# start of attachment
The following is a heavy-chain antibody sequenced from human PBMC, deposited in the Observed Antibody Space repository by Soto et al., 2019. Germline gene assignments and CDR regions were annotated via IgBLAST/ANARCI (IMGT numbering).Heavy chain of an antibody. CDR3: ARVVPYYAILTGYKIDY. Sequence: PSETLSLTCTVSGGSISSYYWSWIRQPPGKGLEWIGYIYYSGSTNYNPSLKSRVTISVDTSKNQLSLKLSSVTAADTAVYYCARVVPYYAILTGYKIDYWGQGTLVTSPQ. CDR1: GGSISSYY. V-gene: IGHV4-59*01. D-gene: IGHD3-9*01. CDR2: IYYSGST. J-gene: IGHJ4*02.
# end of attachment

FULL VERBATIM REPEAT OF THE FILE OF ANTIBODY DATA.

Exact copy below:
The following is a heavy-chain antibody sequenced from human PBMC, deposited in the Observed Antibody Space repository by Soto et al., 2019. Germline gene assignments and CDR regions were annotated via IgBLAST/ANARCI (IMGT numbering).Heavy chain of an antibody. CDR3: ARVVPYYAILTGYKIDY. Sequence: PSETLSLTCTVSGGSISSYYWSWIRQPPGKGLEWIGYIYYSGSTNYNPSLKSRVTISVDTSKNQLSLKLSSVTAADTAVYYCARVVPYYAILTGYKIDYWGQGTLVTSPQ. CDR1: GGSISSYY. V-gene: IGHV4-59*01. D-gene: IGHD3-9*01. CDR2: IYYSGST. J-gene: IGHJ4*02.